Adrian Beltre's Excellent Home Run Adventure

Adrian Beltre of the Texas Rangers smiles after hitting a second inning solo home run off pitcher Jeremy Hellickson of the Tampa Bay Rays in Game Four of the American League Division Series at Tropicana Field on October 4, 2011 in St Petersburg, Florida. (Photo by Mike Ehrmann/Getty Images)

Babe Ruth. Reggie Jackson. George Brett. Hall of Famers, every one of them.

Bob Robertson -- someone you might not remember quite as well -- and Adam Kennedy. Which of these does not belong?

They all do. Until Tuesday afternoon, those five men were the only players in major-league history to hit three home runs in a postseason game. The Babe did it twice, in the 1926 and 1928 World Series.

Tuesday, Adrian Beltre became the sixth, hitting three solo home runs, becoming the first player to homer three times in a Division Series game and almost singlehandedly leading the Texas Rangers to the American League Championship Series. ("Almost" because he had a bit of home-run help: Ian Kinsler led off the game with a solo shot. But the rest of the Rangers' scoring was all Beltre.)

  • In the second inning, Beltre crushed one of Jeremy Hellickson's 90-mile-an-hour fastballs, well over the fence in left.
  • In the fourth inning, drove another of Hellickson's "fastballs" out, this time over the right-field wall.
  • And in the seventh, with rookie Matt Moore on the mound, Beltre deposited a 93-m.p.h. fastball beyond the wall in left field, again.

Pro Tip: Don't throw fastballs to Adrian Beltre. Not unless you can throw them faster, anyway.

So now it's six players, in all of history, who have hit three homers in one postseason games. If you rank those players by career Wins Above Replacement, the list reads:

  1. Ruth (172)
  2. Brett (85)
  3. Jackson (74.6)
  4. Beltre (47.7)
  5. Kennedy (19.6)
  6. Robertson (9.5)

If you rank them by career regular-season home runs:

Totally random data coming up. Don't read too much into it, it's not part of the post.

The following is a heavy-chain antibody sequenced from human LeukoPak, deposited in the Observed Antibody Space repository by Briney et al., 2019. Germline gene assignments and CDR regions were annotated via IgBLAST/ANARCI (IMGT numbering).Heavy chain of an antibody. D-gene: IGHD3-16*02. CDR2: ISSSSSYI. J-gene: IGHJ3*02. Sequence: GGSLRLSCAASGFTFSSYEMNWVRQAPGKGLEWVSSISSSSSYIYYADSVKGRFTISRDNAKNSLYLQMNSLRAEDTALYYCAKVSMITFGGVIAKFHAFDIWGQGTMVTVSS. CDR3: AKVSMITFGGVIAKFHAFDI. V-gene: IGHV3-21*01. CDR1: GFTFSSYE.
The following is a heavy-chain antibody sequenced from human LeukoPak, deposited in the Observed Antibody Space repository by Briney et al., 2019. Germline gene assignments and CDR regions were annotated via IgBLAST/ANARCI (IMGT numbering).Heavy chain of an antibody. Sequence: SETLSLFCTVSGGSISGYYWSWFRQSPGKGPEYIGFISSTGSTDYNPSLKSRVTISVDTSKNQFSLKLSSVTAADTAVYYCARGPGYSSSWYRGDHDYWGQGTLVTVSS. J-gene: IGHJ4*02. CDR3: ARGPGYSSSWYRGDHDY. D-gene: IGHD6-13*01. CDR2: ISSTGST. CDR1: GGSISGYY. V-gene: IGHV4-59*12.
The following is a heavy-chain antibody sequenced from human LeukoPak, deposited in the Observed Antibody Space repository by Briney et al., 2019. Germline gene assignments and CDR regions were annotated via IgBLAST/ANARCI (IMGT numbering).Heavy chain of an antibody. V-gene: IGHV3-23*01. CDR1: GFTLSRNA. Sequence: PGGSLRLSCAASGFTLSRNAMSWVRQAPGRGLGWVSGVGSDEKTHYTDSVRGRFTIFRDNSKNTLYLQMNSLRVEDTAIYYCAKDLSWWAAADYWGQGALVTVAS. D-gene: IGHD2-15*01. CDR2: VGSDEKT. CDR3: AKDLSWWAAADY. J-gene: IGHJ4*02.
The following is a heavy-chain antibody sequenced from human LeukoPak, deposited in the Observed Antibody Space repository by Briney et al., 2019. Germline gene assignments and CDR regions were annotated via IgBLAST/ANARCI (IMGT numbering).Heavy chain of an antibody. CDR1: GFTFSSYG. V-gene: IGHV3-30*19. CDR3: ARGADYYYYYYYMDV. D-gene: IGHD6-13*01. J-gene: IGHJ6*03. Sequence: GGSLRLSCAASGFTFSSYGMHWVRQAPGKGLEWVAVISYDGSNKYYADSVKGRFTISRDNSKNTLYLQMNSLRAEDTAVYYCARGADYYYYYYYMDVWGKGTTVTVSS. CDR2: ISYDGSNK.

1. Ruth (714)
  2. Jackson (563)
  3. Brett (317)
  4. Beltre (310)
  5. Robertson (115)
  6. Kennedy (78)

Beltre is a very good player who had one monster season (2004, with the Dodgers) that got him his first big free-agent deal: a five-year, $64 million contract with the Mariners. He was somewhat of a disappointment there, had one year ruined by injury, and left to become (so far) an itinerant, with one All-Star year with the Red Sox and another this season with the Rangers. With 310 career home runs and 2,033 hits at age 32, he ranks favorably with several Hall of Famers at that age: Cal Ripken, Carl Yastrzemski, Al Kaline, Brooks Robinson and Orlando Cepeda all have similarity scores with Beltre of 833 or higher.

Rob Neyer: Is Adrian Beltre heading for the Hall of Fame?

With a few more seasons like the ones he had in 2010 and 2011, Beltre could rate Hall of Fame consideration, as Rob Neyer wrote in the article linked above. In the meantime, he has put himself in rare company. It's worth remembering Bob Robertson at this time; he was, at the time he hit three home runs in Game 2 of the 1971 NLCS, a 24-year-old player coming off seasons of 27 and 26 home runs. He seemed headed for a perennial All-Star career; chronic back problems put him out of the majors at 32. He never again hit even 20 homers in a season.

And then there's Adam Kennedy. Some things just defy explanation.

Log In Sign Up

Log In Sign Up

Forgot password?

We'll email you a reset link.

If you signed up using a 3rd party account like Facebook or Twitter, please login with it instead.

Forgot password?

Try another email?

Almost done,

By becoming a registered user, you are also agreeing to our Terms and confirming that you have read our Privacy Policy.


You must be a member of to participate.

We have our own Community Guidelines at You should read them.


You must be a member of to participate.

We have our own Community Guidelines at You should read them.




Choose an available username to complete sign up.

In order to provide our users with a better overall experience, we ask for more information from Facebook when using it to login so that we can learn more about our audience and provide you with the best possible experience. We do not store specific user data and the sharing of it is not required to login with Facebook.